Nitrites | The Cancer Risk

Food and health experts say nitrites added to bacon
and ham create cancer-causing chemicals in your stomach...

...And 6,600 cases of colorectal cancer every year in the UK
are directly linked to diets high in processed meats.


UK cancer cases annually

That's four times the number of fatalities on UK roads over the same period.


Cancer cases worldwide annually

The number of colorectal cancer cases every year that can be directly attributed to diets high in processed meats, according to the World Health Organisation.


Increased risk
of bowel cancer

Increased risk of contracting bowel cancer if you eat 50g of processed meat a day.

Nitrates and nitrites are used as additives to improve food quality and protect against contamination - but are sources of N-nitroso compounds which are known carcinogens.

Professor Chris Elliot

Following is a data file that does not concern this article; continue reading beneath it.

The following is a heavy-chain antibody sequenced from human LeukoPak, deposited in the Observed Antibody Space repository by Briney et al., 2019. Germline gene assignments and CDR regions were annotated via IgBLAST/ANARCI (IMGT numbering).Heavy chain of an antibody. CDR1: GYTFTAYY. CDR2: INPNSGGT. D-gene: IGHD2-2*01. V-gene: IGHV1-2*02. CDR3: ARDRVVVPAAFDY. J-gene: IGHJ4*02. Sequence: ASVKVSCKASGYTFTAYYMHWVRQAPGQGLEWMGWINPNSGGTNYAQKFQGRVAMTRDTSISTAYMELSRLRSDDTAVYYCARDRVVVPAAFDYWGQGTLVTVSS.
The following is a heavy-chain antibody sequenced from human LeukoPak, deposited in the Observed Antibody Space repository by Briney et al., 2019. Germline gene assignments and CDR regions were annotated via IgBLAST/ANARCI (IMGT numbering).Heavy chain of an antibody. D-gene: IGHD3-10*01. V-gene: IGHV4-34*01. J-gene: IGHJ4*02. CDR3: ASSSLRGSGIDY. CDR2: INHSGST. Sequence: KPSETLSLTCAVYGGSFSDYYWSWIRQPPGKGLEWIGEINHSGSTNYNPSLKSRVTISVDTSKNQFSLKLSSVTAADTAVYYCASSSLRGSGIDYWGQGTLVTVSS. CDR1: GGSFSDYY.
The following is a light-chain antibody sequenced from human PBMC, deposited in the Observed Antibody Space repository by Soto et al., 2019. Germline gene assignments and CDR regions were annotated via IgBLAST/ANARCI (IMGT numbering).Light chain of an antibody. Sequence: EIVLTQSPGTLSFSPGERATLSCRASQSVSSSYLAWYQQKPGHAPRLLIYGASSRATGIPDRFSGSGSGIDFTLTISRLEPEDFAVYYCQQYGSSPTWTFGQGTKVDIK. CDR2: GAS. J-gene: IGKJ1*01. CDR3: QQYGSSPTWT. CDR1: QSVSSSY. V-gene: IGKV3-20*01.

Queen's University Belfast | 2017

Scientists define processed meat as:
Meat that has been cured with nitrites and/or smoked...

...And they have directly linked nitrite-cured meat to:
Colorectal cancer, breast cancer, diabetes and mental health problems.

Nitrites from nitrosamines
(many of which are carcinogens).

Central Science Laboratory

UK Government Executive Agency | 2003

15%Increased risk of
breast cancer

Increased risk of women developing breast cancer when they ate even small and infrequent servings of nitrite-cured meat.

Glasgow University, 2018

There is strong evidence that
processed meats - even in small
quantities - increase cancer risk.

World Cancer Research Fund

People suffering mental health problems


more likely to have consumed nitrites

People hospitalised with mental health problems
are three times more likely to have eaten
nitrite-cured meats before their manic episode

Johns Hopkins University 2018

Nitrites are the next sugar [...] Given the emerging
scientific evidence that nitrite-cured processed meats
like bacon and ham produce cancer causing chemicals and increase the risk of colorectal cancer. I am very surprised how little response there has been from some businesses selling these products.

Professor Corinna Hawkes

Director of the Centre for Food Policy, City University London